The Science Of Gravity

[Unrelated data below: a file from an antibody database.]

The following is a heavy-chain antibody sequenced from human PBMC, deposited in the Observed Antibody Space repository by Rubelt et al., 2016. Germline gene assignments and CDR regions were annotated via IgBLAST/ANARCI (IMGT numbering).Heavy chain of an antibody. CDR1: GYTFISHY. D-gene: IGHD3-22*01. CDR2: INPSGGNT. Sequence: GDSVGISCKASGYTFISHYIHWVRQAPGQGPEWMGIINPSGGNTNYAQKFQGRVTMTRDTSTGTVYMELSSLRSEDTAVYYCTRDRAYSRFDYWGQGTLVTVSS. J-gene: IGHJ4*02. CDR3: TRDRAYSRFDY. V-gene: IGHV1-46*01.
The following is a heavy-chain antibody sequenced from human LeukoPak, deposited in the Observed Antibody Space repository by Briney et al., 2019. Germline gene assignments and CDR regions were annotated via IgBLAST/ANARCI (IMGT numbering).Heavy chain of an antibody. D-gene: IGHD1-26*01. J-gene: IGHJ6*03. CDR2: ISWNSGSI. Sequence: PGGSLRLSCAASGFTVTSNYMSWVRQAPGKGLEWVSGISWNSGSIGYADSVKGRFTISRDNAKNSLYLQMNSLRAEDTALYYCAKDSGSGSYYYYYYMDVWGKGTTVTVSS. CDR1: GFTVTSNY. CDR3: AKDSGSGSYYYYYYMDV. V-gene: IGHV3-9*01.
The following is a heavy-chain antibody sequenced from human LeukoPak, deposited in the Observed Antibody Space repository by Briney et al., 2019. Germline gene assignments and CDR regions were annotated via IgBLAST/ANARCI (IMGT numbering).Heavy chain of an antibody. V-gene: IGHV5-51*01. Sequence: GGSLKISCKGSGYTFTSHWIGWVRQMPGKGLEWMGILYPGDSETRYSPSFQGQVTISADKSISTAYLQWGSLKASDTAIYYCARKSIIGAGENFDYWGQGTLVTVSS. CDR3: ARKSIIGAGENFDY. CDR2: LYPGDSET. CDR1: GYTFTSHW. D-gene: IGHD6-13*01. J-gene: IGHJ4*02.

There are many science fiction movies that make you feel fascinated. One of those films is “Gravity”. Join me to this journey. ‘’Alfonso Cuaron’s “Gravity” is one of the most beautiful, terrifying, moving and promising films about human survival we’ve ever seen.” That’s one review that can describe the film “Gravity”. It is one of the most shocking cinematic experiences and certainly one of the best films we have ever seen. Gravity, which opened the curtain of the 70th Venice Film Festival, left the audience speechless and we are going to analyze the reasons why. So let’s start. The film was released in cinemas on October 4, 2013 and received very positive reviews considering it a space masterpiece[3] and became a huge success with total receipts reaching $716.3 million. [4] Received 10 Oscar nominations, including for Best Film and First Female Role for Bullock’s performance, winning the Academy Award for Director and six other statuettes in technical categories[5] He was also awarded the Golden Globe for Directing from a total of 4 nominations[6] and 6 BAFTA out of a total of 11 nominations. Director and co-writer Cuarón brilliantly manages to create both awe at his glorious space vistas, and knuckle-gobbling tension at what’s happening in the foreground. You could find yourself asthmatically gasping with rapture and excitement at the same time. In order to give this film life, he worked for almost four years on how he would present this magnificent work. In a real and rare modern cinema delirium of visual perfection, choreographed action and great melodramatic intensity, Alfonso Cuaron in the film he seems to have wanted to direct all his life – takes you into space from the first second of the opening and he doesn’t let you set foot on Earth until you have completed an existential thriller of an emotional roller coaster that annihilates with breakneck speed and constant turbulence all the distance that separates the awe of man’s insignificance in the universe from terror in the face of absolute emptiness. Let’s take a closer look on the film. Before we continue with our exploration to the film Gravity, be sure to like or dislike the video so that we can continue improve and make these videos better for you the viewer. Plus, be sure to subscribe to the channel so that you don’t miss any of our weekly videos! Alfonso Cuarón’s incredibly exciting, visually amazing film is about two astronauts floating in space. Sandra Bullock plays a scientific engineer a scientist of genetics, Dr Ryan Stone, who after six months of training she travels for the first time in space to attach a high-tech new scanning device to the Hubble telescope. She is under the watchful supervision of Matt Kowalski, a genial and grizzled space veteran played by George Clooney. She is accompanied by Matt Kowalski, who is on his last flight before retiring. The voice of Houston mission control is played by Ed Harris, in playful homage to Ron Howard’s 1995 space-disaster classic Apollo 13. Only this time it is him telling them about the problem. Soon, a terrifying situation unfolds. The ship disintegrates and Stone and Kowalski are left alone in space, hooked only to each other, in an endless descent into darkness. Their deafening silence confirms that they have lost all contact with earth and all hope of salvation. As fear turns into panic, every breath reduces the oxygen they have left. But the only way to return may require them to sink even further into the terrifying vastness of space as they try to survive. The expert astronaut’s instructions will keep her alive until there’s no other option. A return to base is a solution, the rope will be cut and Kowalski will leave her alone in space, and from this point on, the thriller will take a grotesque turn when Ryan is constantly confronted with death, but she keeps getting away with it. This happens either by finding “accidental” a fire extinguisher and extinguishing the fire from mechanical failure, or at a difficult time Kowalski will appear who had gone to the base, and making the “space-earth” route will keep it in rather than an upright, on the tee with death. There is three-dimensional realism that leaves you speechless, a survival thriller that flirts with existential drama and an adult sci-fi adventure that delivers as little Hollywood convenience as possible. It’s obvious to think, even before you see “Gravity,”, that a story with only two heroes lost in space brings with it an intense symbolism with inevitable metaphysical dimensions and one or more thoughts about life and death. What’s not at all obvious is that when you’re up against “Gravity” in its three-dimensional splendor, you can no longer think of anything. It’s not only a science fiction movie but more of a contemporary space thriller. It’s happening in real time. That is why it is so absorbing. The movie draws, broadly, on the style of that dystopian tradition stretching from Kubrick’s 2001 Space Odyssey. It has some of their flashes of humor and horror and tension, but it is without cynicism or satire, without monsters or talking computers. A journey into space is filmed. We can see wandering above the skies and far away from the earth, with two unique astronauts facing difficulties. This film demonstrates a story of fighting for survival in an endless space. There are images that keep the viewer’s attention tense until the last minute from the universe. In this environment, the narrative is enriched by constant surprises and unexpected events, charged with intensity and breathtaking of the audience in several places. The camera’s slow, descriptive and often rotational movements familiarize the doctor’s perspective by identifying the viewer’s gaze thus increasing the emotions more. Also noticeable are the shots from afar, as are the lateral faces of the footage showing Dr. Stone inside a claustrophobic space vehicle curled up, in a fetal posture underscoring the vulnerability of human nature. The director seems to like the game with shapes and forms, creating a variety of visual effects, even with lights or splinters that fall rhythmically from above forming a set that refers to spermatozoa. A series of contrasts are orchestrated in the chaotic vortex of the doctor’s movement: the vast outer space with the narrow interior, the huge large with the vastly small, the smallness of man in the face of the vastness of the universe, the female who despite the feminist surface, seeks the hearth with the male who fearlessly goes away, is free, rebel and wanders… For Alfonso Cuaron, who started on Mexican television and arrived in “Harry Potter and the Prisoner of Azkaban” and the Oscar nominees, “Gravity” was a long-suffering life plan. He dealt with it for at least six years, changed studios and protagonists and finally managed to do his own.! Simple as ambitious, commercial adventure as well as a sought-after sci-fi drama, “Gravity” is a special, exceptional cinematic case that has already made history. This is because, apart from a technically great achievement (Emmanuel Lubezki’s 3D photography is a visual miracle), it is also a model of a virtuoso balance between a creator’s artistic vision and the strict imperatives of industry. As for the latter, the film bets on a hearty spectacle which is… realistically dazzling. The close-ups of the two protagonists, medical scientist Ryan Stone and experienced astronaut Matt Kowalski, against the backdrop of the vast Earth, are evocative, the silent scenes of destruction (especially that of the space station) incredibly plausible. Moreover, the frugal plot is reinforced with a few emotional eases, such as the story of her son Ryan, but also digestible sequestering scripts (the last, borderline naïve part of the comeback effort) that flatter the viewer, thus preventing him from distancing himself. Alfonso Cuaron, who cosigns the script with his son Jonas, is well aware of the concessions he has to make. It’s not Kubrick, of course, but most of his colleagues would probably simplify things more, when they wouldn’t “embroider” on the small and big details, that make Gravity of a great depth. Claustrophobic and agonizing sensation, operatic magnificence and philosophical quests, “Allen”, “Solaris”, “2001: The Space Odyssey” but also “Apollo 13″… Through them, the couple’s desperate attempt, and in particular Ryan Stone, to return to Earth turns into an existential adventure that begins with the cord cutting (the cable that keeps the astronaut connected to the ship/matrix) and reaches the… first man to walk on Earth. They mediate a path to endless emptiness, compromise with loss, the power of memory and the games of imagination. Ideas that even if refracted through a glossy Hollywood prism are rare to meet in blockbusters of this range. Gravity is a brilliant and inspired movie-cyclorama, requiring neither gravity nor gravitas. This is a glorious imaginary creation that engulfs you utterly, helped by superlative visual effects design from Tim Webber, cinematography by Emmanuel Lubezki and production design by Andy Nicholson. As you sit in the cinema auditorium, you too will feel the entertainment G-forces puckering and rippling your face. If anyone asks me what “Gravity” is about, I’ll tell them it’s a tense adventure about a space mission gone wrong, but once they’ve seen and absorbed the movie, they’ll know the truth. The root word of “Gravity” is “grave.” That’s an adjective meaning weighty or glum or substantial, but it’s also a noun: the place where we’ll all end up eventually. The film is about that moment when you suffered misfortune that seemed unendurable and believed all hope was lost and that you might as well curl up and die, and then you didn’t. Why did you decide to keep going? It’s is a mystery as great as any in physics or astronomy, and one we’ve all grappled with, and transcended. Since its release, various specialist observers have unsportingly emerged to say that the science involved in Gravity is fanciful and wrong. No matter. What makes Gravity so gripping, and so novel, is that it behaves as if what everyone is doing is happening in a world of commonplace fact: like a movie about two drivers on a runaway train or hot-air balloon. A movie set in space tends to trigger an assumption: that it is set in the future. To sum up, Alfonso Cuaron is one of the quietest creators in Hollywood, having made high-end films such as Great Expectations, I Want and Your Mom, Children of Men. Here it attempts to climb level with a film groundbreaking and unusual for blockbuster data. A bold venture, crowned with (almost) absolute success both on an artistic level and in a collectible that has been scanned, wherever it was aired. No film since 2001: A Space Odyssey has so fully communicated the absoluteness of space — its impossible vastness, its obliterating void. Yet Gravity is existential in a real sense. After it’s over, you’ll definitely feel stronger. Not just for what man can accomplish, but for what it takes to make him believe that he can make it through the great and enduring struggle. As it is important to mention that, this film is essentially about a struggle to try to get out of space and into earth. This movie has one of the best special effects to make the film as wonderful and incredible as possible. It is a strict thriller from start to finish, and it is so well directed that is absolutely stunning. The 3D is also very impressive as they are up there floating around, so visually it is very extraordinary. Also in some points there is a real perspective as we are there, and we feel like we are in that suit having a hard time breathing and losing gravity. And what we can learn one more time,is that as humans we want to survive and we are capable of doing anything. When we face difficulties we find the courage to get everything on the right track again. We have an inner power that makes us face everything. But in order to do it, it is important to want it so bad! If there is a true willing we can do everything. Keep that in mind! Thanks for watching everyone! I would really like to know your opinion regarding the fim Gravity. Do you think it is one of the most stunning films of all times? Did you like it? Did you make you feel like you are part of the story, trying to get back to earth?Let me know, in the comments below.